A U.S. secret agent is sent to the distant space city of Alphaville where he must find a missing person and free the city from its tyrannical ruler.
“Sometimes, reality is too complex for oral communication. But legend embodies it in a form which enables it to spread all over the world.”
Opening of Alphaville
“Jean-Luc Godard’s 1965 science-fiction drama and pastiche, Alphaville (which I discuss in this clip) is, among other things, an exemplary use of genre conventions and cinephilic references to explore the filmmaker’s philosophical ideas and intimate concerns. Having already wrangled with the notion of advertising’s version of mind-control in A Married Woman (and invented a distinctive modernistic abstraction to evoke it visually), he turned to the new realm of high-powered computers (a theme suggested to him by Michelangelo Antonioni when they met at the Venice Film Festival in 1964) and, after visiting computer firms in New York and France, decided to make a film about them. Or, rather, he had wanted to make an adaptation of Richard Matheson’s science-fiction novel I Am Legend (which was already the basis of his 1962 short film Le nouveau monde) and wanted to emphasize its vampire element, but his producer didn’t agree. He also wanted to adapt Brian Aldiss’s science-fiction novel Non-Stop, set in a flying spaceship-as-city, but knew it would be too expensive.
Instead, Godard filtered elements of these stories into this dystopian secret-agent story, which he then infused with details, references, and styles of German silent movies (fusing wild subjectivity with sharp moralism) and American detective films (with their snappy disdain for authority) – and filmed on location in and around Paris. For Godard, a society run by technocrats in thrall to their machines was inimical to art and to love; he turned that future society, the fictitious Alphaville, into a tyranny that banned those notions and punished them by death. In the midst of it, he placed, in effect, the last man of conscience, and put him there to rescue a woman, whom he brings around to his humanistic values. And the actress who played that role, Anna Karina, had been his wife; they had divorced shortly before the start of filming. It’s as if the film sets in synch the cosmos at large and the filmmaker’s personal life; as such, it’s one of the great cinematic works of romanticism, as well as a sort of filmed revelation of the very essence of science-fiction movies and German silent classics – their blend of social critique, emotional liberation, and paranoia.”
“Jean-Luc Godard’s film – ‘a science fiction film without special effects’ in the words of the critic Andrew Sarris; ‘a fable on a realistic ground’ in Godard’s own description – is a cry of protest aimed at the worshippers of science and logic. Unlike Stanley Kubrick’s 2001: A Space Odyssey, which now resembles a picturesque relic of long-abandoned aspirations, Alphaville still seems to be watching the world come to meet it. And the world is very much closer to the director’s creation than it was back in 1965.
This was Godard’s ninth feature film in six years, a rate of production resembling that of Beatles albums. There are signs of haste and improvisation, so Alphaville is much the better for its ability to make us think and trigger our feelings. At times it is a cartoon (the shootings, the use of negative images to convey disorientation) but at others it is more chillingly prescient than ever.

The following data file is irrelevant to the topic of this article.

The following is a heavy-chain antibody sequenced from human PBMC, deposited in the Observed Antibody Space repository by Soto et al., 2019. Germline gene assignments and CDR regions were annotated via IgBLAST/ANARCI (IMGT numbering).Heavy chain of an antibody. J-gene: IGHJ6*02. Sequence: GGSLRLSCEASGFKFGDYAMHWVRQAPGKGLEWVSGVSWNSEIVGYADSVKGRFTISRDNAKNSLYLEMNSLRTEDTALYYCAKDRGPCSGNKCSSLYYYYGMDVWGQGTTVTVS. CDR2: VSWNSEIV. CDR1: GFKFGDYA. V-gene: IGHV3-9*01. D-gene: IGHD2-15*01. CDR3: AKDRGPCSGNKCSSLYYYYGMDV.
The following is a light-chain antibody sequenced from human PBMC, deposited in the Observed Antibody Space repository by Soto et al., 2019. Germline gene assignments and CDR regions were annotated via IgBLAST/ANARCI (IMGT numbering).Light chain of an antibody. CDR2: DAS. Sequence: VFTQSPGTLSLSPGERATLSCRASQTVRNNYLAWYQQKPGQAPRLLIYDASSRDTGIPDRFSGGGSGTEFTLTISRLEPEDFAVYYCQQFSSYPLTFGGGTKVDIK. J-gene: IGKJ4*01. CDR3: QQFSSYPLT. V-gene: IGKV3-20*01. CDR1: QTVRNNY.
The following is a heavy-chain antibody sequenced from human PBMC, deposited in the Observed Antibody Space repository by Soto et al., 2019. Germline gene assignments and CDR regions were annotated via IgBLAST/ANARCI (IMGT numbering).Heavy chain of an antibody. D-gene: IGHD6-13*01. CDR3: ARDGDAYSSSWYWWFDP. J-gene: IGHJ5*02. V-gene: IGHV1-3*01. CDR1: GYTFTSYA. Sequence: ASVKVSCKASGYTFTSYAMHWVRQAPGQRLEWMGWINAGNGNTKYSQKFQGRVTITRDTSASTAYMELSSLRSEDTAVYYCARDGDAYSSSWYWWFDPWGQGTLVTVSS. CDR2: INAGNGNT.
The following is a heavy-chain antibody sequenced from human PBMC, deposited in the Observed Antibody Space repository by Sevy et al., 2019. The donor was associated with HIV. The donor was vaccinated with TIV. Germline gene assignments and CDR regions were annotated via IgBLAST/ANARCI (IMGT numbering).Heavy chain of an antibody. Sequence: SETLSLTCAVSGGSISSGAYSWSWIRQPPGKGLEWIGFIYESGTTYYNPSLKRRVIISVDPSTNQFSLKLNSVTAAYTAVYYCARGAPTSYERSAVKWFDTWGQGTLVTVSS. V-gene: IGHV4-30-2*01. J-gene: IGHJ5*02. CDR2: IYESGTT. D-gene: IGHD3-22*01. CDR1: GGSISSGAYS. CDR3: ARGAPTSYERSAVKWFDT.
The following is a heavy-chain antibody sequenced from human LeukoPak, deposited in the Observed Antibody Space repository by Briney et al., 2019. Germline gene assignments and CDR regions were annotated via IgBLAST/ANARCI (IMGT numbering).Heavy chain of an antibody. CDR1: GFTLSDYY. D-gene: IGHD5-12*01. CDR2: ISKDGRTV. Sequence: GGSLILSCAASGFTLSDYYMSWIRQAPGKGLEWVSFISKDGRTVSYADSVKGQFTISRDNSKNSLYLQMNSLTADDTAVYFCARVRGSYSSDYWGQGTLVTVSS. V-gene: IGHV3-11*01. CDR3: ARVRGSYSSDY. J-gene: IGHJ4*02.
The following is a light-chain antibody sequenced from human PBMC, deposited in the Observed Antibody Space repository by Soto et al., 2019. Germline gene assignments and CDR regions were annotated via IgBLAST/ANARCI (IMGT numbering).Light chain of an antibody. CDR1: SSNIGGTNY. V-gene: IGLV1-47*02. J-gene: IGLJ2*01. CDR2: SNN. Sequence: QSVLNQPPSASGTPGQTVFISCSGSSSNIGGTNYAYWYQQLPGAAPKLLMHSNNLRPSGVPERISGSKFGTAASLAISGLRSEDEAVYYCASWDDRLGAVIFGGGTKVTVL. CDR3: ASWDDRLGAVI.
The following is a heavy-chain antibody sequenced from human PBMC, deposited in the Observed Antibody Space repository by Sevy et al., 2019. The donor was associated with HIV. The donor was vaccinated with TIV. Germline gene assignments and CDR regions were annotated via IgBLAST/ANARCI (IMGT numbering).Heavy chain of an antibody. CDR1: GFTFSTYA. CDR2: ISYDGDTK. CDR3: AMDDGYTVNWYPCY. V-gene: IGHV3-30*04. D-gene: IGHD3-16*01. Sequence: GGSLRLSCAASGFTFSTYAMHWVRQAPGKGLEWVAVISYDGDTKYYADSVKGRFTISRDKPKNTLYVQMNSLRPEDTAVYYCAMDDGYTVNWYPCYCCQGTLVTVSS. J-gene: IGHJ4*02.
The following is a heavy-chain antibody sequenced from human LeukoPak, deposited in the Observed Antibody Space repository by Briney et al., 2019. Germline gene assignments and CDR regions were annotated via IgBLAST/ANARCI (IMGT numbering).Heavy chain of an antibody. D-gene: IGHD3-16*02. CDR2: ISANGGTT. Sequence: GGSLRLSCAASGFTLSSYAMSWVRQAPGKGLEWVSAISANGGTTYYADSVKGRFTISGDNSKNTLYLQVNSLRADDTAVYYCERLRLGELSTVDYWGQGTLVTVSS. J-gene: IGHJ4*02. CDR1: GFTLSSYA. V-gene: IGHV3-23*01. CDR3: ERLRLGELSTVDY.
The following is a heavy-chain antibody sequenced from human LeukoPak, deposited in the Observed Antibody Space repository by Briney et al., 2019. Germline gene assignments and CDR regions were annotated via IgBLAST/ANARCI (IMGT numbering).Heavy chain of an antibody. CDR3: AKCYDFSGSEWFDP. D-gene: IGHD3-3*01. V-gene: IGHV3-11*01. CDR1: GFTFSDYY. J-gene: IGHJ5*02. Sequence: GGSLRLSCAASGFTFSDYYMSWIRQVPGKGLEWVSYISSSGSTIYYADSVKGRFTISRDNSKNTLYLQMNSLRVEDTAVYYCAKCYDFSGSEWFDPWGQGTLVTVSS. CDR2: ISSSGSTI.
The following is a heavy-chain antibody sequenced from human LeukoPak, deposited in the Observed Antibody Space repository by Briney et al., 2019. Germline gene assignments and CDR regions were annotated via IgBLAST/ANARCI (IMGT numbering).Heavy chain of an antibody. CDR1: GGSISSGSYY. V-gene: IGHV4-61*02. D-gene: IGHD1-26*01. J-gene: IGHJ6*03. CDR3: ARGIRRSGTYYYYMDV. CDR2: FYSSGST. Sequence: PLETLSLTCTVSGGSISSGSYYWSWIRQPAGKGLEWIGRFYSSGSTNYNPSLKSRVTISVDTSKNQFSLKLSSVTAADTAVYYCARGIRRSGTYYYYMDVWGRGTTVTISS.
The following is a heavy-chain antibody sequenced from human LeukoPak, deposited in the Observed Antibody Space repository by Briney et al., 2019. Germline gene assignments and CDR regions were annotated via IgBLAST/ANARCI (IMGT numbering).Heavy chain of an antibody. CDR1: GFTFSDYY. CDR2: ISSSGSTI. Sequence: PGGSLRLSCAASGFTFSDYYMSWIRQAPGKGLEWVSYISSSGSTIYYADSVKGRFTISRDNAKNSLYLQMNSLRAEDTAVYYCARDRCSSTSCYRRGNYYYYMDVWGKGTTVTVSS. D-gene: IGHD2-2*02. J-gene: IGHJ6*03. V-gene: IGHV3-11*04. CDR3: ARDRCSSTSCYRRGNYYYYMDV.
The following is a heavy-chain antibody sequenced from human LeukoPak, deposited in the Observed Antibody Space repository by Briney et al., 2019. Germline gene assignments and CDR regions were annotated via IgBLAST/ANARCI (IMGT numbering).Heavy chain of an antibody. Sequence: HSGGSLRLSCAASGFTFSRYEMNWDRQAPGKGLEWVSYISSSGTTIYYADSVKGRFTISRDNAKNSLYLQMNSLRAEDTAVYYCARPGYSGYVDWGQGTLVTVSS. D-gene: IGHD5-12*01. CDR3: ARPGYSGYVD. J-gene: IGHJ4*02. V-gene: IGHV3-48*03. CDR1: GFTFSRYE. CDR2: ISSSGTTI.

Yet Godard ends the piece on a note of romantic optimism, with Lemmy and Natasha escaping their pursuers and a dying world, fleeing to safety through intersidereal space (otherwise known as the Boulevard Périphérique) as the girl learns a new phrase: ‘Je vous aime ...’”
“If the film’s style, then, embodies Expressionism, it is the characters that embody film noir. With his trench coat, fedora and ever-present cigarette, Lemmy Caution is clearly modeled on Philip Marlowe and Sam Spade by way of Humphrey Bogart. This allusion also becomes self-conscious — Lemmy is seen reading Raymond Chandler’s The Big Sleep in his hotel room. (It’s also worth noting that Eddie Constantine was an American expatriate actor.) Alphaville’s ‘seductresses’ have an equivalent in the femmes fatales of film noir, while the presence of actor Akim Tamiroff is obviously meant to invoke Orson Welles. Here, Tamiroff essentially plays the same seedy characters that he essayed in Mr. Arkadin (1955) and Touch of Evil (1958), two Welles films for which Godard has professed his admiration.
Ultimately, Alphaville is the work of a cinephile. Through a complex series of inter-textual references, Godard successfully illustrates how film language evolved in the first half of the 20th century. In so doing, Godard is also celebrating the directors and films that helped make that evolution possible. But when he chose to resurrect the character of Lemmy Caution 26 years later, Godard’s purpose could not have been more different.
In 1990, Godard was commissioned by French television to make a documentary about the collapse of communism in East Germany. The resultant film turned out to be a semi-sequel to Alphaville with Eddie Constantine again playing the lead role. Although shot in 35 millimeter, the film premiered in France on television, thus lending ironic credence to Alphaville’s prophecy of the death of cinema in a line about movies only being shown in ‘Cinerama museums.’ The title of the film, Allemagne 90 Neuf Zéro, is an untranslatable pun; the word ‘neuf’ in French can mean either ‘nine’ or ‘new.’ The title therefore refers to both 1990, the year the film was made and to Roberto Rossellini’s 1948 film, Germania Year Zero.”
Michael Glover Smith3